PEG-Coated Nanospheres: Surface Optimization and Therapeutic Applications
Biodegradable polyethylene glycol (PEG)-coated nanospheres have important therapeutic applications as injectable blood persistent particulate carriers for the controlled release of drugs, site-specific drug delivery, or medical imaging. They are obtained by emulsion/solvent evaporation (Gref et al., 1994), solvent displacement (Bazile et al., 1995), or block copolymer adsorption on preformed particles (Stolnick et al., 1994). The hydrophilic PEG coating reduces the surface charge, avoids plasma protein adsorption, minimizes the interaction with phagocytic cells and therefore increases the blood circulation time. The blood half-life of such particles is increased to up to six hours in rats (Bazile et al., 1995), compared to uncoated ones, which are removed within minutes, essentially by macrophages located in the liver and spleen. These recent nanospheres have essential advantages over other long-circulating systems, such as increased stability, resistance against plasma protein insertion in the matrix, and the possibility of obtaining controlled release, on the basis of an appropriate choice of the core composition.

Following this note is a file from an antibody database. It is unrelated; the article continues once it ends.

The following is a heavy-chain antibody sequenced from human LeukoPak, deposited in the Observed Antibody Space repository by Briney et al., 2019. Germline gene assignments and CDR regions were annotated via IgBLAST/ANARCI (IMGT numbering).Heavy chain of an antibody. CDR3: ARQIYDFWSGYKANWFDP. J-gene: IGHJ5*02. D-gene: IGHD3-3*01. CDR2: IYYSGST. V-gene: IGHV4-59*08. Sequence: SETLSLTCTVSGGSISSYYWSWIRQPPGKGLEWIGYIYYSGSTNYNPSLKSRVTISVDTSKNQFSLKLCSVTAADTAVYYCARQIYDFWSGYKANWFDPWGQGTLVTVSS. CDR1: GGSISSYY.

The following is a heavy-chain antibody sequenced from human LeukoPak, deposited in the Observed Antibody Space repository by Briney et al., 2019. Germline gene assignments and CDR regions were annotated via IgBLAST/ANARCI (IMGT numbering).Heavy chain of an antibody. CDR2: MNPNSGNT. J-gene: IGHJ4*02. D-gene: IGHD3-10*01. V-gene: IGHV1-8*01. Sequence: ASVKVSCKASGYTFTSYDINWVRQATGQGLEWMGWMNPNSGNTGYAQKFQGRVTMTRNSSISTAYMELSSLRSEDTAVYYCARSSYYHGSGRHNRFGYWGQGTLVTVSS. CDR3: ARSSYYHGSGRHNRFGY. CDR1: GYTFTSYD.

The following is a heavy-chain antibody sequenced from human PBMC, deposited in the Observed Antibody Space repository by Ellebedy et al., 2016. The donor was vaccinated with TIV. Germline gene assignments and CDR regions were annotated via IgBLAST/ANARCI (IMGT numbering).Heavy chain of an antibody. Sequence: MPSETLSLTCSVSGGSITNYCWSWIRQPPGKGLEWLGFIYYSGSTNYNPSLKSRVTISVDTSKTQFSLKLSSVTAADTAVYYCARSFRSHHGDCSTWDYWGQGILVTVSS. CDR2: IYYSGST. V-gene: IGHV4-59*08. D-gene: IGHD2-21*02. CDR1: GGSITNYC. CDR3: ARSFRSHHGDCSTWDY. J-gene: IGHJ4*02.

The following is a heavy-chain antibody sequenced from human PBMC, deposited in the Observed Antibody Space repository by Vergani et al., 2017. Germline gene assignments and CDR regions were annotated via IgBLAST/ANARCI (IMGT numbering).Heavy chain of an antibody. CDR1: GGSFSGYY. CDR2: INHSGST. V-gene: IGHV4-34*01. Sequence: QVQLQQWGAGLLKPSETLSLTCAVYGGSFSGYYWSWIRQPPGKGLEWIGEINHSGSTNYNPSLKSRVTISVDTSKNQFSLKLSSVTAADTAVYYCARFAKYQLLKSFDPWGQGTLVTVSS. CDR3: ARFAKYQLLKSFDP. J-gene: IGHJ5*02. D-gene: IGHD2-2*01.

KeywordsHuman Serum Albumin Sodium Cholate Plasma Protein Adsorption Outer Aqueous Phase Entrapment Yield
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